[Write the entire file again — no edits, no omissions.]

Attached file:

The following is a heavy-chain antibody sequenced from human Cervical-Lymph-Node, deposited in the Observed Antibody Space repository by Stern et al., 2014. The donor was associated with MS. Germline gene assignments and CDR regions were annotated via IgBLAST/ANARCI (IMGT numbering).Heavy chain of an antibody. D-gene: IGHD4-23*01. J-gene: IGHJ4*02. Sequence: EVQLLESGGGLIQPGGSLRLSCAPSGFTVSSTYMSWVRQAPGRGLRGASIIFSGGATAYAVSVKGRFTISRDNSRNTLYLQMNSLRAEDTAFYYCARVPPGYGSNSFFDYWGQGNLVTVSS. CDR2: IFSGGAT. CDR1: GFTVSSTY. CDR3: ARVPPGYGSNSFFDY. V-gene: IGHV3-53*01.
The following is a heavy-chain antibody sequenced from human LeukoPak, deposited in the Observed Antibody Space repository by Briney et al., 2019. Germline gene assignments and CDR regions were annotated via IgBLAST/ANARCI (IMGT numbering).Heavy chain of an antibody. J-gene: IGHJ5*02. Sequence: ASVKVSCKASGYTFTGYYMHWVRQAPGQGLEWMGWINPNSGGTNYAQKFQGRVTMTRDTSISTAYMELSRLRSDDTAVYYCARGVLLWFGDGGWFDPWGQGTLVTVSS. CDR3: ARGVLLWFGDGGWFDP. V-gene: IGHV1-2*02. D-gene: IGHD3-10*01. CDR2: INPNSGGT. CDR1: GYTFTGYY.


The following is a heavy-chain antibody sequenced from human Cervical-Lymph-Node, deposited in the Observed Antibody Space repository by Stern et al., 2014. The donor was associated with MS. Germline gene assignments and CDR regions were annotated via IgBLAST/ANARCI (IMGT numbering).Heavy chain of an antibody. D-gene: IGHD4-23*01. J-gene: IGHJ4*02. Sequence: EVQLLESGGGLIQPGGSLRLSCAPSGFTVSSTYMSWVRQAPGRGLRGASIIFSGGATAYAVSVKGRFTISRDNSRNTLYLQMNSLRAEDTAFYYCARVPPGYGSNSFFDYWGQGNLVTVSS. CDR2: IFSGGAT. CDR1: GFTVSSTY. CDR3: ARVPPGYGSNSFFDY. V-gene: IGHV3-53*01.
The following is a heavy-chain antibody sequenced from human LeukoPak, deposited in the Observed Antibody Space repository by Briney et al., 2019. Germline gene assignments and CDR regions were annotated via IgBLAST/ANARCI (IMGT numbering).Heavy chain of an antibody. J-gene: IGHJ5*02. Sequence: ASVKVSCKASGYTFTGYYMHWVRQAPGQGLEWMGWINPNSGGTNYAQKFQGRVTMTRDTSISTAYMELSRLRSDDTAVYYCARGVLLWFGDGGWFDPWGQGTLVTVSS. CDR3: ARGVLLWFGDGGWFDP. V-gene: IGHV1-2*02. D-gene: IGHD3-10*01. CDR2: INPNSGGT. CDR1: GYTFTGYY.